What’s one trend that excites you?

The increasing number of companies working to improve elder care with technology. There are currently over 50 million senior citizens in the U.S., and that number is expected to increase to over 70 million by 2030, as baby boomers continue to age. The associated increase in the need for medical resources, caretakers, etc. has the potential to create major strains on our systems, so tech solutions are going to be critical.

What is one habit of yours that makes you more productive as an entrepreneur?

I’m obsessed with audiobooks. I use them to continue learning about my industry (and business, in general), while commuting, running errands, making dinner, etc. It’s great to be able to keep getting better at running my company, while also taking care of things in my personal life.

What advice would you give your younger self?

Surround yourself with as many smart people as you can. You’re never going to have all the answers, so the ability to learn from and debate with others is essential.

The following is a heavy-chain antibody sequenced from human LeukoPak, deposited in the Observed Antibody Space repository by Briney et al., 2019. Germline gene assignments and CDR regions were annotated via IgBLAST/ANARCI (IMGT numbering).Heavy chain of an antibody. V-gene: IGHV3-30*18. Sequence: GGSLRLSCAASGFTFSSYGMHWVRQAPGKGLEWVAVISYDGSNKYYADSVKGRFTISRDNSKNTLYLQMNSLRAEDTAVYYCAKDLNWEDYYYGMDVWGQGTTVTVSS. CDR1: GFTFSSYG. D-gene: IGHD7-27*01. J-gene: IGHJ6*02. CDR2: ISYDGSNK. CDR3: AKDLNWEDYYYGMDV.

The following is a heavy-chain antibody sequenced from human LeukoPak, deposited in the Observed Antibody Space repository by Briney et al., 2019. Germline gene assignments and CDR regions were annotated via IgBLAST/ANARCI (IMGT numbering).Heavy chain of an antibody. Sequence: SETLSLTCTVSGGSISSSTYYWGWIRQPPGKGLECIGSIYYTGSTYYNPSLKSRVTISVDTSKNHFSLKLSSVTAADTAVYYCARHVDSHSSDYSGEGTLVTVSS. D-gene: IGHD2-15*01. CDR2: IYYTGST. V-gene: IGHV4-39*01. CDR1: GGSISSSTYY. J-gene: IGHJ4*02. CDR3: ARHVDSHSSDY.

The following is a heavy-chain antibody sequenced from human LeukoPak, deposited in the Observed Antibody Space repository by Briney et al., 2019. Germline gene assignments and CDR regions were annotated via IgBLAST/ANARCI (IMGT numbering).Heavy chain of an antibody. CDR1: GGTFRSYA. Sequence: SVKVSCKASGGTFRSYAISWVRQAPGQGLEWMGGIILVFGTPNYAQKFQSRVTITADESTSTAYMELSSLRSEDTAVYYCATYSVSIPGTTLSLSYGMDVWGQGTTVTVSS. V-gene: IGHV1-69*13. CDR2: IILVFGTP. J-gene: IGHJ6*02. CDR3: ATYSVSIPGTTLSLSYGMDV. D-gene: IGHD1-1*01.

Tell us something that’s true that almost nobody agrees with you on.

Working in the death industry is uplifting, not depressing. Everyone assumes that my job must be a big downer, but it’s not. It’s very gratifying to talk to our users and hear that we’re helping them through a tough time. It has also made me much more appreciative of my own life and the health of the people I care about.

As an entrepreneur, what is the one thing you do over and over and recommend everyone else do?

I look at our data dashboards obsessively. Understanding the metrics that drive your business is crucial to building a solid company that can scale.

What is one strategy that has helped you grow your business? Please explain how.

The rate at which people search online for funeral information has grown rapidly in the past five years, so we’ve been very focused on search engine optimization (SEO), and that has paid off tremendously.

What is one failure you had as an entrepreneur, and how did you overcome it?

We’ve had lots of small failures as a team (from features we built that people didn’t use very much to sales strategies that didn’t work very well), and I think that’s the secret: fail often, but fail small. We’re very conscious about investing the minimum amount of work into a strategy in order to test it. If something doesn’t work out, the time isn’t necessarily wasted, because we’ve learned a valuable lesson.